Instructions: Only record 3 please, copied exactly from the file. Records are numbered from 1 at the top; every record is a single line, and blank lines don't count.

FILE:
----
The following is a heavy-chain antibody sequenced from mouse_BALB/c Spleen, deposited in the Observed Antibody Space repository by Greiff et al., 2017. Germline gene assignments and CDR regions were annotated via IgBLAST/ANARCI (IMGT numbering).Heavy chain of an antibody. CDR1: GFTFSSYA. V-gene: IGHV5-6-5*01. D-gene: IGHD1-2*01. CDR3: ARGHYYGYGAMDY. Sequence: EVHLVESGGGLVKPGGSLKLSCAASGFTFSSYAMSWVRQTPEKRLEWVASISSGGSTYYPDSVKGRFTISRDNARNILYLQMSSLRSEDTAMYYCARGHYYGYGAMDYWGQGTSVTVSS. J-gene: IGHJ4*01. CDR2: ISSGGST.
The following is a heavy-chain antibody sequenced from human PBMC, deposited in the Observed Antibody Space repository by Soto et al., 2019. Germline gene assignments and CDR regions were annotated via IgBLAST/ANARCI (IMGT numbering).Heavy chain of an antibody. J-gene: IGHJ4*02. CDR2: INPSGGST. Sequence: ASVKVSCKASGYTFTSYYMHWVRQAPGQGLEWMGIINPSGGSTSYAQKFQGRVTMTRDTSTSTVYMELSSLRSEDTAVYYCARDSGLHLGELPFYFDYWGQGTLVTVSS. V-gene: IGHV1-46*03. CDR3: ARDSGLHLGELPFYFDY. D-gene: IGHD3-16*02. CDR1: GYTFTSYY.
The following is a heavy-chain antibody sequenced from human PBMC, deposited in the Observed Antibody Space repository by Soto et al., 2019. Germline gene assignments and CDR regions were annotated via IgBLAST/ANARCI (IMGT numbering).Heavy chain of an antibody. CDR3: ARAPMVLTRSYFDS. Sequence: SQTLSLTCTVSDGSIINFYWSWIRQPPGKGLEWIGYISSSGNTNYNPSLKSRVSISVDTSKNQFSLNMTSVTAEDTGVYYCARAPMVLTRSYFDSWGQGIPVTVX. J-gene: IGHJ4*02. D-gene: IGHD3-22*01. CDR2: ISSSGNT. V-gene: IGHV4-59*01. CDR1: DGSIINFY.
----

The following is a heavy-chain antibody sequenced from human PBMC, deposited in the Observed Antibody Space repository by Soto et al., 2019. Germline gene assignments and CDR regions were annotated via IgBLAST/ANARCI (IMGT numbering).Heavy chain of an antibody. CDR3: ARAPMVLTRSYFDS. Sequence: SQTLSLTCTVSDGSIINFYWSWIRQPPGKGLEWIGYISSSGNTNYNPSLKSRVSISVDTSKNQFSLNMTSVTAEDTGVYYCARAPMVLTRSYFDSWGQGIPVTVX. J-gene: IGHJ4*02. D-gene: IGHD3-22*01. CDR2: ISSSGNT. V-gene: IGHV4-59*01. CDR1: DGSIINFY.